For instance, if you want an adhesive that’s waterproof, then some good options would be Super Glue Gel, Contact Cement, or Rubber Cement. The best option might depend on what type of material your shoes are made out of so ask before buying anything just to make sure it.

Tips to Use Your Shoes for Longer Period

If you want to make your shoes last a little longer, then use the tips from this guide.

  • Keep them clean by brushing off dirt with just water
  • If it’s possible, put on different pairs of socks when walking around in public so that you don’t wear one pair down too fast; always keep two or three pairs handy for quick switches if need be
  •  Put shoe inserts inside as well (which can help prevent injury)
  • Use light materials such as cotton and leather instead of thick materials like wool and velvet because they’re heavier and more difficult to walk in: preferably ones made out of breathable fabrics such as nylon or polyester, which will allow less sweat build up.

Frequently Asked Questions:

What Diy Tricks Have You Used in the Past to Fix Peeling Linings?

I have used several tricks to fix peeling linings. The first one is by using fabric glue or contact adhesive and then attaching it back in the place where the lining has started to peel away from the shoe.

A second method that I like doing is sewing them on with a needle and thread, which does work but can be time-consuming.

What Diy Tricks Have You Used in the Past to Fix Peeling Linings

The last trick that I have used, which seems like an easy one but not so much if you don’t know-how, is by using Shoe Goo liquid rubber and attaching it back down.

How Can One Prevent the Liner From Peeling Off on Older Soles?

In order to prevent the linings from peeling off on older soles, you should try not to wear your shoes for extended periods of time.I know this is hard but if you do it every day then they will start to peel more quickly than if only worn once a week or so.

This can be solved by using insoles that are not as thick or by putting a piece of cardboard in the shoe.If your shoes have leather soles, then there are also special treatments you can use such as Nikwax and Lexol that will help to keep it waterproofed for longer periods of time.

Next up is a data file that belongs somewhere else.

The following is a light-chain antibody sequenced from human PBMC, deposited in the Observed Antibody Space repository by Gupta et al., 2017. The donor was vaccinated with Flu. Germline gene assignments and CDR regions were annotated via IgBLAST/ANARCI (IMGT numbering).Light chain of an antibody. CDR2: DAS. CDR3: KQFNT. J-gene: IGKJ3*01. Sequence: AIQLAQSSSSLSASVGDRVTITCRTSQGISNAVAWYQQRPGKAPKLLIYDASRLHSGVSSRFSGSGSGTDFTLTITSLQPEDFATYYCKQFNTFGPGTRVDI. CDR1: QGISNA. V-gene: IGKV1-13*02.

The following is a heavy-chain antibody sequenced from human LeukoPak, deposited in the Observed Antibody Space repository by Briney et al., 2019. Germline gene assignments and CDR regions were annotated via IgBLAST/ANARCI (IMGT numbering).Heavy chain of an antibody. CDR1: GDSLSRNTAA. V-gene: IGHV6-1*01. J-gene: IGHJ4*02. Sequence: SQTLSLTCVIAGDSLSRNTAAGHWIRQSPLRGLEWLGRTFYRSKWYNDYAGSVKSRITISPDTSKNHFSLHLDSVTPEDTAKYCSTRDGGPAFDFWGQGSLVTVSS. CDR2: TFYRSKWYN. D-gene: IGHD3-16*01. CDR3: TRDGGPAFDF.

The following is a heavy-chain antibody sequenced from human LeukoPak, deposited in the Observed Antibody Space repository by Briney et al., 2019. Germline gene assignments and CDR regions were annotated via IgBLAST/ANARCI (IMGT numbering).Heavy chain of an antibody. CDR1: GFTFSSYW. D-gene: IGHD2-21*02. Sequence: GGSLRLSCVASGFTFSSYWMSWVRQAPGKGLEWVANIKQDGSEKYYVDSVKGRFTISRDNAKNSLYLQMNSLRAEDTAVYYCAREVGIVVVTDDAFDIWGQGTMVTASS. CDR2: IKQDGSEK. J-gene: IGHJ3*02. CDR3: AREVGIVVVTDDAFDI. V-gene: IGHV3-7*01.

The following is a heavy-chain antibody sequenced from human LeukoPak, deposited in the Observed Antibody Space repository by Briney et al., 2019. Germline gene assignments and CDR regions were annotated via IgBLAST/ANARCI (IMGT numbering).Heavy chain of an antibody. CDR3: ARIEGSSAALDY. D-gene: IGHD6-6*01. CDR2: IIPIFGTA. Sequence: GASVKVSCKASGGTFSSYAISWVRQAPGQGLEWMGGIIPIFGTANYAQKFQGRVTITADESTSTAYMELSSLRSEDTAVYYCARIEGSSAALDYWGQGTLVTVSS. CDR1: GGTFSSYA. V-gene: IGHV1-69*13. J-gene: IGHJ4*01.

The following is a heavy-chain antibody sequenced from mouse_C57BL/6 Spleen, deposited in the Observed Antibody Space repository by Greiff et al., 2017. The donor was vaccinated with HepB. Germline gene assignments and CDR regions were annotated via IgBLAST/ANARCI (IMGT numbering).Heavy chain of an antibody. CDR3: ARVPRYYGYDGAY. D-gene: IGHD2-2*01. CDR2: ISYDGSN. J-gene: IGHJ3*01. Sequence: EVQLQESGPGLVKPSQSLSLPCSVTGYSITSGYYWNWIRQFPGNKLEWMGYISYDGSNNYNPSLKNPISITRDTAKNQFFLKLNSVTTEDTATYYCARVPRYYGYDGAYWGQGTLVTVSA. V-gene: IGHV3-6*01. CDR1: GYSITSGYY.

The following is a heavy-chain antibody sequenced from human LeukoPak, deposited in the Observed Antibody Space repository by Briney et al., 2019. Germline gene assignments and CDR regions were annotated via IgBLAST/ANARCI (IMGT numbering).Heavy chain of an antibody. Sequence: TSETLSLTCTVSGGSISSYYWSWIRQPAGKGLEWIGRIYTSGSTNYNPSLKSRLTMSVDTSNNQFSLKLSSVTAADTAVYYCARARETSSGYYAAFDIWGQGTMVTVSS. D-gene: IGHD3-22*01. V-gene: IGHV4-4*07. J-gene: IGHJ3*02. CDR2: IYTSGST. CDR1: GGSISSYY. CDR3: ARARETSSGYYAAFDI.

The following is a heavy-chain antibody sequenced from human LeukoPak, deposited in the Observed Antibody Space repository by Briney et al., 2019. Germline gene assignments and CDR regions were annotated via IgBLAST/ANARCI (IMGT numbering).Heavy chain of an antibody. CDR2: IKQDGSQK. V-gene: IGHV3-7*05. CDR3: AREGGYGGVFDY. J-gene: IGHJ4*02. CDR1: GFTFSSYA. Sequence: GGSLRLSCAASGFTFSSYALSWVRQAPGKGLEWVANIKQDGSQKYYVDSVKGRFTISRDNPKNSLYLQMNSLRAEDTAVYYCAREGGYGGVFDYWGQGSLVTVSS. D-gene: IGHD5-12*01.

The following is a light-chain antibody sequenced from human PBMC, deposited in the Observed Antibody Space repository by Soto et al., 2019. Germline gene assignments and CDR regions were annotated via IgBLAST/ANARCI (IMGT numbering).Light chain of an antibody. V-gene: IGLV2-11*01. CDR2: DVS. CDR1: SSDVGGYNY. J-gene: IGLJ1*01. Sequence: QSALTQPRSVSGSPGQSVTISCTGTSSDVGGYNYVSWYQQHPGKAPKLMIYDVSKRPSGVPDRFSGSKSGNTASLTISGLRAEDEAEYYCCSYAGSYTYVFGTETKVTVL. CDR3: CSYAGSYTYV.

Can the Inside Lining of Shoes Be Repaired?

Yes, the inside lining of shoes can be repaired. If your favorite pair of shoes is looking worn out or torn, you can take them to a shoe repair shop and have them fix it for you. However, if you want to do it yourself at home, there are many tutorials online that will teach you how to patch up holes in the lining yourself.

Is Shoe Goo a Glue?

Shoe Goo is a type of adhesive that is applied to shoes and soles. It’s often used by people who want to repair their shoes without using traditional glue, tape, or glue.

It was originally created in 1948 as a shoe polish but later became an adhesive when it was found to be waterproof and safe for use on leather. In conclusion, Shoe Goo is not glued because the two words have different meanings.

Why Do Shoes Peel in Storage?

The reason why shoes peel in storage is due to the fact that shoes are made of materials that have been treated with chemicals. These chemicals can cause these materials to shed over time, which can lead to peeling.

It’s not a good idea to store your shoes in areas where they may be exposed to heat or direct sunlight because this will accelerate the shedding process.

What Glue Can I Use to Fix My Shoes?

There are many types of glue available in the market, and some of them are mentioned below:

Super Glue: This is a type of glue that is very strong and can be used to repair almost anything. It comes in a tube or bottle with a trigger mechanism for use.

Epoxy Glue: This is also called liquid hide, cyanoacrylate, or super glue. It dries quickly and bonds well to most surfaces, but it does not adhere as well to fabrics. Epoxy glues come in a tube or bottle with a trigger mechanism for use.

Gorilla Glue: This type of glue sticks instantly and is safe on most materials because it dries clear. However, if you apply too much Gorilla Glue at once, the excess may seep out when you peel off the paper backing or release fumes when applied to certain materials like polystyrene foam boards or plastic cups due to its low viscosity (thickness).


This two method should be enough. For white stitching, you only need method one. But you can use a wax pencil if you want. For colored stitching first, apply bleach pen then after polishing apply wax pencil.